Sub-standard Scherzo at the BSO
KRYSTIN ZIMERMAN With the BSO At Symphony Hall April 30
Last Friday evening Krystian Zimerman played before an audience that was suspicious of his tendency to cancel at the last minute. In the fall he bailed on an engagement to perform a Rachmaninoff concerto with the BSO and left many ticketholders scowling and cursing. This time around, playing explosively, he left ticketholders smiling and cursing the absence of a second encore.
The first half of his program was all Chopin, beginning with the F-sharp Impromptu, Op. 36. A rich sotto voce approach was somewhat undone by an erstwhile banginess in the right hand; transparent scalar passages were a key ingredient in the strong finish. This piece reminded one of the best playing of the rude and unpredictable Vladimir Feltsman, who seems to patronize Mr. Zimerman's barber, if not vice versa.
The B-flat minor Scherzo, the piece used by that eerie little Russian girl to intimidate Richard Dreyfus in "The Competition," came off worse. Its main weakness was lack of dynamic range--or rather, lack of sensitive dynamic range, as one tended to be awed by Zimerman's ferocious key depth without forgetting the harsh sounds it sometimes produced. A stricter observance of tempi would also have been in order; this was Chopin, not Debussy. In any case the risks he took at high speeds were admirable, and his confident, blind leaps across three octaves are a reproach to showier pianists who conduct their business at unnecessary altitudes above the keyboard. The Three Mazurkas Op. 56 were a satisfying palate cleanser, so to speak. The first sounded at one moment like the bustling "Of Foreign Lands and Peoples" from Schumann's "Scenes from Childhood," and the second had the robust smack of Schubert laendler. Zimerman was subtle at highlighting the ternary structure of these pieces, and the introspective third was best of all, with a sudden dashed-off ending that brought laughter.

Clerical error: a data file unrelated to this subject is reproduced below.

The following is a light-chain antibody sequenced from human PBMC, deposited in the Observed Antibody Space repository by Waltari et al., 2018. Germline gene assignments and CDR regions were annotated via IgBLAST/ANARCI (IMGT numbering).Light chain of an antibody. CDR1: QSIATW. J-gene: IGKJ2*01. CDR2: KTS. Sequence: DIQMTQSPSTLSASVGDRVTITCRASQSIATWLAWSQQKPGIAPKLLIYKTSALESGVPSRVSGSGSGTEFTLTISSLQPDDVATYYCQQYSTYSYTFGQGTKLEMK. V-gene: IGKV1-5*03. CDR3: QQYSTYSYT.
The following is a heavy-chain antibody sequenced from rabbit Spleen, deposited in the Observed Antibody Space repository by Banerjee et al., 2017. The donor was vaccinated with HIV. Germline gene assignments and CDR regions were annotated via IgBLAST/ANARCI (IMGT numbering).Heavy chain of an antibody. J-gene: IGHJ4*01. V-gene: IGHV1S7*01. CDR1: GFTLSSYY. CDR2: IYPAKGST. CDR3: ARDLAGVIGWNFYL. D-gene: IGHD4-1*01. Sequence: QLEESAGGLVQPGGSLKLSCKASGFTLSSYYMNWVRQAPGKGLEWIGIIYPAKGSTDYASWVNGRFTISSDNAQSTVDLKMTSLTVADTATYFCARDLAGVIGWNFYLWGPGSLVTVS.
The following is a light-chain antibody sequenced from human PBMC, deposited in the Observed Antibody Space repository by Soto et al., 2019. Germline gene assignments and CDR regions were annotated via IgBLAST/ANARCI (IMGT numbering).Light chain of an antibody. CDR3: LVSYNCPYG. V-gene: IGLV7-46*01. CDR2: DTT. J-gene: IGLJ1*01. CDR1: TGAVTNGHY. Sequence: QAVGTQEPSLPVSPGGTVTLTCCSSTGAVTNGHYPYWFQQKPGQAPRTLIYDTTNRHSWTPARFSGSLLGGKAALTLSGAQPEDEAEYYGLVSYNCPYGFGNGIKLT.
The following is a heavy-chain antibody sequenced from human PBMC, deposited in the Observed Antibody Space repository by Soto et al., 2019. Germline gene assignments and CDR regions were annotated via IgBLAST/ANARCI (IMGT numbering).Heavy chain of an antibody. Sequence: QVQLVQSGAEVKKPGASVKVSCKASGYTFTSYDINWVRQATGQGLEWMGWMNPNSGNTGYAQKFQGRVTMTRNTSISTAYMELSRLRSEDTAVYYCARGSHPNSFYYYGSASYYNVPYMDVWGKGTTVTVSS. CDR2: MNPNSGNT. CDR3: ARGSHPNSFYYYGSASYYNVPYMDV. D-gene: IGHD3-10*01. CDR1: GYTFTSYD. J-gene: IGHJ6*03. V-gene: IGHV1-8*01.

The night's finest performance came in the F minor Fantasy, Op. 49. The astonishing scope of this late masterpiece requires a pianist with patience and experience. Zimerman was comfortable in the realm of the Fantasy's quirks--a march-like theme at the outset is never recapitulated; the piece ends in the relative major, not the parallel major--which place it far outside the world of the salon. The virtues of his playing were many: sizzling arpeggios, perfect pedaling, nimble wrist octaves, barnburning virtuosity in the big contrary-motion sweeps, so much that he lifted himself off the bench. The ending, mostly reminiscent of the G minor Ballade, included a final two chords that were so well executed as to seem prophetic. The second half of the program was a Schumann sonata in which all of the details were in place. The F-sharp Minor sonata Op. 11 is a sprawling piece of juvenilia that requires a tight vision of elements that don't necessarily relate organically to each other, as is the case with the greater master-piece, the Fantasy Op. 17. Although Zimerman seemed marginally less comfortable here than in the Chopin idiom and sometimes shortchanged Schumann's dotted rhythms, the middle movements especially were full of fresh phrasings and well-judged rubato. The finale is fun music, and Zimerman seemed to be having fun with it. For an encore he gave the F-sharp Romance, Op. 28 No. 2, informing the audience that it was the last thing Clara Schumann heard before she died. This was amazing, drop-dead gorgeous playing, but with little trace of the rhetorical duet-like structure of the piece--a secretary's vision of what Schuman really wrote. The audience wanted a second encore, but perhaps deserved to be punished for such a low turnout. Boston audiences should be flocking to hear every artist in the Celebrity Series Aaron and Ann Richmond piano recitals--do not miss next year's season, which will begin around October.